SALT LAKE CITY — We are now less than three weeks from Christmas so many of us are busy shopping for great deals on the perfect gifts. You may be spending more of your time combing through the ads in the paper, shopping online when you get a break at work and wracking your brain for the perfect idea for Aunt Linda.
The holidays can be stressful.
But this isn't going to be a column about the madness of the holidays or the importance of a strong retail season for our consumer driven economy.
Because you're not the only one shopping.
Chances are your employer is currently pouring over much less visually enticing papers. Businesses are shopping, but they are looking for a good deal on your health benefits for next year.
The ads you're looking at are filled with terms like "sale" and "50 percent off!"
I assure you; those terms are nowhere to be found in the estimates for health benefits where businesses face increases—some of "only" 10 percent, many around 20-30 percent, and some even double.
The significant increases have businesses wondering about the eventual full impact of the Affordable Care Act and searching for some immediate, concrete steps they can take to counter the skyrocketing cost of health care.
Last week, the Salt Lake Chamber introduced the Employer's Toolbox. It's a series of tools designed to help businesses offset some of the significant increases.
The Employer's Toolbox is for all employers regardless of size or level of health care expertise. It addresses 12 different topics that fall under four major categories: health and wellness, purchasing insurance, information and transparency, and consumer solutions. This simple and practical toolbox allows business executives to take steps to deal with annual double-digit increases in health care costs.
"CEOs and human resource professionals are tearing their hair out as the cost of health care rises at an exponential rate," said Rich McKeown, the chair of the Salt Lake Chamber Health Reform Task Force, and president and CEO of Leavitt Partners. "There are much larger, global issues that need to be dealt with in health care, but there are things employers can do and that's the focus of the Toolbox."
McKeown knows a thing or two about health policy. As Sec. Mike Leavitt's top aide at the Department of Health and Human Services, he has fought the high-level battles to control health care costs for years. In his role as president and CEO of Leavitt Partners, he has poured over the bids for health benefits for his employees. This year, he says, they were confronted with a 22 percent increase.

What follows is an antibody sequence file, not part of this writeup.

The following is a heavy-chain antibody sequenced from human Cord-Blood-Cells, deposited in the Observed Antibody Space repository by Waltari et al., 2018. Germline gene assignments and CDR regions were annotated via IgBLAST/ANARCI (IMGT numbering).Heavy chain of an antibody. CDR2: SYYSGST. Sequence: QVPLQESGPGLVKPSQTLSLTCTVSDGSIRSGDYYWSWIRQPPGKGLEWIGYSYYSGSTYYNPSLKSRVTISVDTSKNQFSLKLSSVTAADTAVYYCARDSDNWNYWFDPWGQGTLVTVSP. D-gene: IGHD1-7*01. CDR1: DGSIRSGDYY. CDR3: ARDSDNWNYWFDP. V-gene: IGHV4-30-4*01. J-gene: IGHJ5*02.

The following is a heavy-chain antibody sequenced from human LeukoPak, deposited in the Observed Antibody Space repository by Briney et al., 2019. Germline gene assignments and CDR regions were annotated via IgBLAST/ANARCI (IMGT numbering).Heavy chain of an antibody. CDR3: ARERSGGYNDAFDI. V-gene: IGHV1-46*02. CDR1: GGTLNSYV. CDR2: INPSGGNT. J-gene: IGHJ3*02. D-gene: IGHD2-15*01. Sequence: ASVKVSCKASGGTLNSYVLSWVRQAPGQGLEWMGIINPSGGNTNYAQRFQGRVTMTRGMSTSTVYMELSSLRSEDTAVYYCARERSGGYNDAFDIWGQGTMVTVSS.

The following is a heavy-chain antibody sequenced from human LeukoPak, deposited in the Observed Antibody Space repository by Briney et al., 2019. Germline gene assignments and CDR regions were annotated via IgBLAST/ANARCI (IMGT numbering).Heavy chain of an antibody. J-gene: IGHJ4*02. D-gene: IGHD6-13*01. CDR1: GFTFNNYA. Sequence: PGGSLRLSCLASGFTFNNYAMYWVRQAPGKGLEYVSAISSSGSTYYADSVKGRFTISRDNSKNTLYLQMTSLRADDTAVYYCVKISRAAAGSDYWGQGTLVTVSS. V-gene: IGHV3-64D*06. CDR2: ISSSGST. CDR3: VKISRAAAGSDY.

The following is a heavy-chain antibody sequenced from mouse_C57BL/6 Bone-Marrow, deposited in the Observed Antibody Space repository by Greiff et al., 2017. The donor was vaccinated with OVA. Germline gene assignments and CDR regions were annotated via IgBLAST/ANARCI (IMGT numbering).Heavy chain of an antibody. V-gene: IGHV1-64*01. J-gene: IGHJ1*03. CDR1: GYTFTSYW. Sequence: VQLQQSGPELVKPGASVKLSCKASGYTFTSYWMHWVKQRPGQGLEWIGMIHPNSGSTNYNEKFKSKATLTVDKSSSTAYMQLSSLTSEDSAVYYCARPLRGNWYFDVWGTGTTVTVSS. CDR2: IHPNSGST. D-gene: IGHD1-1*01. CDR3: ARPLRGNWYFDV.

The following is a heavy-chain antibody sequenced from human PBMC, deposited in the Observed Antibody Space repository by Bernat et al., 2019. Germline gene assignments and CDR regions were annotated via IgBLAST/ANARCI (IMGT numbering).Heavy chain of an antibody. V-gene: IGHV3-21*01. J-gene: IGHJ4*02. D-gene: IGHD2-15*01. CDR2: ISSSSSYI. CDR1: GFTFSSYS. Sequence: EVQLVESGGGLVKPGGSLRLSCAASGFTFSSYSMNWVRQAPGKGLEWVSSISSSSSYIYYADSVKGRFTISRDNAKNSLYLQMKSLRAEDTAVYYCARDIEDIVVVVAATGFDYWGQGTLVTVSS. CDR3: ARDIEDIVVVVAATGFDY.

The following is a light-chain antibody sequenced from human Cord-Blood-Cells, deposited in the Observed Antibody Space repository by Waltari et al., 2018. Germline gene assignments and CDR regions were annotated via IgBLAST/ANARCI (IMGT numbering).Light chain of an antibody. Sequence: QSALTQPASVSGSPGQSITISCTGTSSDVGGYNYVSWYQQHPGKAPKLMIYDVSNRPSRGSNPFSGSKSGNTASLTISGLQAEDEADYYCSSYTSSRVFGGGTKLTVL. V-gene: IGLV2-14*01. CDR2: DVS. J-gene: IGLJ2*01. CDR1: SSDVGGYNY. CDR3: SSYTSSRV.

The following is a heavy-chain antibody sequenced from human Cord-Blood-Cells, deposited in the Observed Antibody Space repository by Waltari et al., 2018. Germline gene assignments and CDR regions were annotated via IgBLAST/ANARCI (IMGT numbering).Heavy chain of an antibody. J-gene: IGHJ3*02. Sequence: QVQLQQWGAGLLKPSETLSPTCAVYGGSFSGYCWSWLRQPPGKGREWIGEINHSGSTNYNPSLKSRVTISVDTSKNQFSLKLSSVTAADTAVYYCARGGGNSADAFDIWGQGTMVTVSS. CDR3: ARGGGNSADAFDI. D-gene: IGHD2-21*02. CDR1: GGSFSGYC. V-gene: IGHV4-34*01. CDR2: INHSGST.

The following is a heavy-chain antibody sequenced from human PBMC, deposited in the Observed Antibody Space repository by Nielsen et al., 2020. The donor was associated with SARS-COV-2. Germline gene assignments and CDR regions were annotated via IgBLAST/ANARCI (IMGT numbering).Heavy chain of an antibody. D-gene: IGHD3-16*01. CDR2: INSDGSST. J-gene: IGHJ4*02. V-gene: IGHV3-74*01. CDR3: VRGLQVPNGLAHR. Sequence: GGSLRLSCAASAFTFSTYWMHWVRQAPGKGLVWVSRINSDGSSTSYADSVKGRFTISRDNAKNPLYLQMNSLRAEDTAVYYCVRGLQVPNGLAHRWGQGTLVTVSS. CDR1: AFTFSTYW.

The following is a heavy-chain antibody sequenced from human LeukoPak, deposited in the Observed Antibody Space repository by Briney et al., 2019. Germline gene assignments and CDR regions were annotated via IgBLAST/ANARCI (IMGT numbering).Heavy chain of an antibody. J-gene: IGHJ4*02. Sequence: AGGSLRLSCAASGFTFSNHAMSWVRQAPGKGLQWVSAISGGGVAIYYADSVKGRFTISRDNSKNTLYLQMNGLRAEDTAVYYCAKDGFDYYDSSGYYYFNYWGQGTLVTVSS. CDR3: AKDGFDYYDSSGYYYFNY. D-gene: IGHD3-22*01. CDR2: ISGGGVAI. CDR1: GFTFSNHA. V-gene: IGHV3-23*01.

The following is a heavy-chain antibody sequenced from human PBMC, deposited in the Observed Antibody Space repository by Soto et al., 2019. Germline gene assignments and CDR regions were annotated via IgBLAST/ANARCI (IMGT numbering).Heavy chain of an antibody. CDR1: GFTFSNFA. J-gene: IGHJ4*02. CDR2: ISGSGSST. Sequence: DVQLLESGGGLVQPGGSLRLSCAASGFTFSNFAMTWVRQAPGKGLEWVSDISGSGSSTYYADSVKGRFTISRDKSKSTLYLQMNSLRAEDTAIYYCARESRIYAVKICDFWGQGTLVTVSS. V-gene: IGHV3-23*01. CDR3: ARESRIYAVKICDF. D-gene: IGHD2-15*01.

"Like all businesses, it erodes our ability to give raises appropriately to people who are deserving," he said. "We are finding that many businesses are in the same situation."
McKeown moved his team at Leavitt Partners to a defined contribution system, rather than the defined benefit. Essentially, they provide a certain amount of money to employees they can use to buy health insurance through Avenue H—the newly renamed Utah Health Exchange. The business gets cost certainty, and the employees can choose a plan that best fits their circumstances—all with the same tax benefits as a more traditional approach offers.
"Our employees found greater satisfaction and we were able to control our costs," said McKeown. "We had a six percent premium increase instead of 22 percent and I would venture to say each of our employees felt better served by the choices they were able to make on their own."
In addition to explaining the advantages of the defined contribution model, the Employer's Toolbox is designed for easy comprehension for the non-health care professional. It is designed to continue to add new ideas as more businesses work to counter their increasing costs.
"This is not a panacea," said McKeown. "This is an incremental step to provide information to employers as they consider new insurance coverage options."
It may not solve the entire health care issue, but the Employer's Toolbox provides some welcome relief for business leaders during a stressful shopping season.